The Portland Trail Blazers have 15 players under contract for the 2018-19 season after Wade Baldwin IV’s contract became guaranteed last month. Unlike last season’s roster, Portland’s current squad is bursting at the seams with perimeter players, but they’re light on big men. Ed Davis, a staple in the Blazers’ post rotation for the past three seasons, will be suiting up for the Brooklyn Nets next year. Given the roster’s current construction, Davis’ role will be filled by a relatively unproven frontcourt player.
Zach Collins will undoubtedly be featured more often this coming season. But beyond the former No. 10 pick, frontcourt depth is shrouded in mystery. Caleb Swanigan and Meyers Leonard are the only two traditional big men outside of Collins set to come off the bench, but a third contender for post minutes could be hiding in the open: Jake Layman. The 2016 second-round pick has all the tools to become a modern “stretch four”, and for the first time in his tenure with Portland—he has a clear path to playing time.
Ideal In Theory, Small Sample Size In Reality
Being a serviceable stretch four comes down to three things: competent outside shooting, rebounding, and defensive versatility. Projecting Layman’s ability to matchup athletically and rebound aren’t huge question marks. His three-point shooting, well, that’s another story.
Layman’s body of work is far too small to garner any meaningful conclusions. In his two years with Portland, the former second-round pick has attempted a meager 136 shots from the field. Further complicating those numbers is the fact that an overwhelming majority of those attempts have come in garbage time. In the absence of NBA production, we are left with Layman’s college and summer league stats as measuring sticks.
In his four years at Maryland, Layman was a 36.2 percent three-point shooter (198-547). Along with his shooting, the 6-foot-9 forward consistently averaged five rebounds or more per game in every season except his freshman year. This may sound overly simple, but the combination of those two stats, along with his natural athletic ability, are good indicators for his potential as a stretch four coming out of college.
Before completely discounting Layman’s college production as the foundation for his future role with the Blazers, you should consider Pat Connaughton’s production from last season. Like Layman, Connaughton barely played outside of mop-up duty in his first two seasons. The former Notre Dame standout filled a meaningful role for the Blazers in 2017-18. In turn, his shooting percentages returned to rates consistent with his college production. While it is a stretch, it is possible that a re-occurring role could return Layman’s numbers to form.
Evaluating Layman’s Las Vegas Summer League data requires the appropriate grains of salt. With caution, we can glean a few bits of information from his summer league performances. Layman saw minutes at both forward positions, and even played a few stretches as Portland’s biggest player on the court. He was assertive, shot the ball with consistency, and guarded multiple positions for the majority of the Blazers’ seven-game run to the summer league title. Even with the obvious caveats in mind, those are all encouraging signs for Layman’s future.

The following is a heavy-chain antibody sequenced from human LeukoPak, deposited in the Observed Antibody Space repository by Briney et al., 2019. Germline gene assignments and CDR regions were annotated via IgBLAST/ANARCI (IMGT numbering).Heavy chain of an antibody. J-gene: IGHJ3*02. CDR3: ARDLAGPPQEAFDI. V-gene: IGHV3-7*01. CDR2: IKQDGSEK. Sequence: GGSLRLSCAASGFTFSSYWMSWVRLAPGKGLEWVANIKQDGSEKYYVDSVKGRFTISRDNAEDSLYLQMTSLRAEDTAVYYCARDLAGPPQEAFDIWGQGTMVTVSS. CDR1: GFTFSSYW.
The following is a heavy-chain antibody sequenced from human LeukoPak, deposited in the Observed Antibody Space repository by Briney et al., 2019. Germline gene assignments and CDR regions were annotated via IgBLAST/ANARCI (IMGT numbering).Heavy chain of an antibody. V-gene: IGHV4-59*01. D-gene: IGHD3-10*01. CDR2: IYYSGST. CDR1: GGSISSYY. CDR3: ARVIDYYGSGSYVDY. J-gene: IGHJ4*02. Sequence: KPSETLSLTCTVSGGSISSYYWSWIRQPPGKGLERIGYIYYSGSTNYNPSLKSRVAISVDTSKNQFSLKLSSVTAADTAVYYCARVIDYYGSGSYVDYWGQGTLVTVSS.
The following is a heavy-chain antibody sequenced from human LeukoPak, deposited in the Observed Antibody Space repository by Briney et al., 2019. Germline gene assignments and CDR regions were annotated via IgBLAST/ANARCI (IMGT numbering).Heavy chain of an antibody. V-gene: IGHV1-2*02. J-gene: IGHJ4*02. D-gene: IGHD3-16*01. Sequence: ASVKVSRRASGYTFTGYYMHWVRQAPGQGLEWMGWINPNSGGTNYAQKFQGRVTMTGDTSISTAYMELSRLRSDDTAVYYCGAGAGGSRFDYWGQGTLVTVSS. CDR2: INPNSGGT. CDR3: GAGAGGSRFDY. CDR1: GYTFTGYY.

Without Davis, the Blazers will be relying on Jusuf Nurkic, Al-Farouq Aminu, Collins, Swanigan, and Leonard to fill the lion’s share of frontcourt minutes. Due to a lack of mobility and height, Swanigan could use some more seasoning before being counted on as a regular contributor. Leonard has never been able to put everything together during his tenure in Portland, and there is little reason to believe that next season will finally be the year.
A reserve frontcourt pairing of Collins and Layman would struggle defensively against traditional post players, but would provide coach Terry Stotts with a duo capable of freely switching on the perimeter. Offensively, if Layman is efficient from beyond the arc, the Blazers would be able to surround Evan Turner with four players who can reliably stretch the floor.
The Burden Of Proof
Layman has the groundwork in place to blossom into a floor-spacing power forward. It will be up to Portland’s coaching staff whether or not they are comfortable deploying him in that specific role. If the former second-round pick does flourish as a stretch four, it shouldn’t come as a shock. Allen Crabbe, CJ McCollum, and Pat Connaughton all made significant jumps in production after being lightly used in their first two years with the Blazers. Is Layman next in line for a leap?
—Steve / @SteveDHoops / BEdgeSteve@gmail.com